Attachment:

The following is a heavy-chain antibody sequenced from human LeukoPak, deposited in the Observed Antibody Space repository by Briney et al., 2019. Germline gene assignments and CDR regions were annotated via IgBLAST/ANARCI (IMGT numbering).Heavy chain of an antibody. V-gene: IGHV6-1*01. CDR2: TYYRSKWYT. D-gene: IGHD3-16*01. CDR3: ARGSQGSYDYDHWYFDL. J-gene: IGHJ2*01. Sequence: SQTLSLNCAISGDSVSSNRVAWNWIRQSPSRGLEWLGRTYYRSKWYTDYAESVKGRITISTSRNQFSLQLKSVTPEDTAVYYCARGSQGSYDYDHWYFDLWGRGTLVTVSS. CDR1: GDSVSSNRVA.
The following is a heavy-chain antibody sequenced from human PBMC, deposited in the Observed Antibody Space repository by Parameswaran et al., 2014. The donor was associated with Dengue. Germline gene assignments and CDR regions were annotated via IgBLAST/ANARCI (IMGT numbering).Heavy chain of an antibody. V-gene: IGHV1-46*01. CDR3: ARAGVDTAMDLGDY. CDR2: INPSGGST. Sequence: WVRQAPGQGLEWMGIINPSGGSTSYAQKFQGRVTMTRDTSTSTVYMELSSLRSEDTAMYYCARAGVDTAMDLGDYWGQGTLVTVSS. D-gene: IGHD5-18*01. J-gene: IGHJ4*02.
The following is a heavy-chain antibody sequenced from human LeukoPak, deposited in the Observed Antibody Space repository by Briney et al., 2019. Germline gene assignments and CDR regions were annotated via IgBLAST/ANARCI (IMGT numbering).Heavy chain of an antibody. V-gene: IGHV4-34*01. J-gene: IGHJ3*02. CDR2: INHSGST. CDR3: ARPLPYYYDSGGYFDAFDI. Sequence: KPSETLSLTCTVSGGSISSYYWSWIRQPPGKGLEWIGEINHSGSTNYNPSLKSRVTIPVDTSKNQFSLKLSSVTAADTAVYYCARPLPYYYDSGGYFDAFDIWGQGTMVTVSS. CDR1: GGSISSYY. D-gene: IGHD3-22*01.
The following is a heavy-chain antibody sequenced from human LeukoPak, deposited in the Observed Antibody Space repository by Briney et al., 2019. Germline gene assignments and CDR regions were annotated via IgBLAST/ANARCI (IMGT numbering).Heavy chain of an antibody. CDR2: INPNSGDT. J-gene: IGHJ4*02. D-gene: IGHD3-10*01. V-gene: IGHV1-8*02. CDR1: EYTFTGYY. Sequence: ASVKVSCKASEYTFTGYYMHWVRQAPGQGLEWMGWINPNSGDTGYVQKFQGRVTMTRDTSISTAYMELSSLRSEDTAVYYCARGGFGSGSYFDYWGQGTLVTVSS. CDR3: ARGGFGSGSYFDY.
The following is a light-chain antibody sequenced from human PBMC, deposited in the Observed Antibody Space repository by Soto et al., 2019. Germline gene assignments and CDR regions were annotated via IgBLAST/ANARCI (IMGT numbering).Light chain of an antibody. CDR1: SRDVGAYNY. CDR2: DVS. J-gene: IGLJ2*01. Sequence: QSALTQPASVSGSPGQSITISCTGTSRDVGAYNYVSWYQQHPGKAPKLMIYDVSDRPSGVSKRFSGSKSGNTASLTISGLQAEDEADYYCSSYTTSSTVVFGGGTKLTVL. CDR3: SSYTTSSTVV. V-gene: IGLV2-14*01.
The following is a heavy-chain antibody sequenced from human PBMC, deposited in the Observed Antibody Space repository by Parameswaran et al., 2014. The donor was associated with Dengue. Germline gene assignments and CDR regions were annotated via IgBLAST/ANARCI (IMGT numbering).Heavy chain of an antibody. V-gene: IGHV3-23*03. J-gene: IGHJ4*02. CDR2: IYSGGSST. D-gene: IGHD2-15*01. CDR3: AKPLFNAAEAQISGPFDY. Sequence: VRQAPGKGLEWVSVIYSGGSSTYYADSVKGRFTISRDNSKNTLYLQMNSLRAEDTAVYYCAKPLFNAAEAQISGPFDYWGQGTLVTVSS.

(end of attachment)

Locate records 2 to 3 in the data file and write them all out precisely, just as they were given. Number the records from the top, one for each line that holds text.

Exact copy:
The following is a heavy-chain antibody sequenced from human PBMC, deposited in the Observed Antibody Space repository by Parameswaran et al., 2014. The donor was associated with Dengue. Germline gene assignments and CDR regions were annotated via IgBLAST/ANARCI (IMGT numbering).Heavy chain of an antibody. V-gene: IGHV1-46*01. CDR3: ARAGVDTAMDLGDY. CDR2: INPSGGST. Sequence: WVRQAPGQGLEWMGIINPSGGSTSYAQKFQGRVTMTRDTSTSTVYMELSSLRSEDTAMYYCARAGVDTAMDLGDYWGQGTLVTVSS. D-gene: IGHD5-18*01. J-gene: IGHJ4*02.
The following is a heavy-chain antibody sequenced from human LeukoPak, deposited in the Observed Antibody Space repository by Briney et al., 2019. Germline gene assignments and CDR regions were annotated via IgBLAST/ANARCI (IMGT numbering).Heavy chain of an antibody. V-gene: IGHV4-34*01. J-gene: IGHJ3*02. CDR2: INHSGST. CDR3: ARPLPYYYDSGGYFDAFDI. Sequence: KPSETLSLTCTVSGGSISSYYWSWIRQPPGKGLEWIGEINHSGSTNYNPSLKSRVTIPVDTSKNQFSLKLSSVTAADTAVYYCARPLPYYYDSGGYFDAFDIWGQGTMVTVSS. CDR1: GGSISSYY. D-gene: IGHD3-22*01.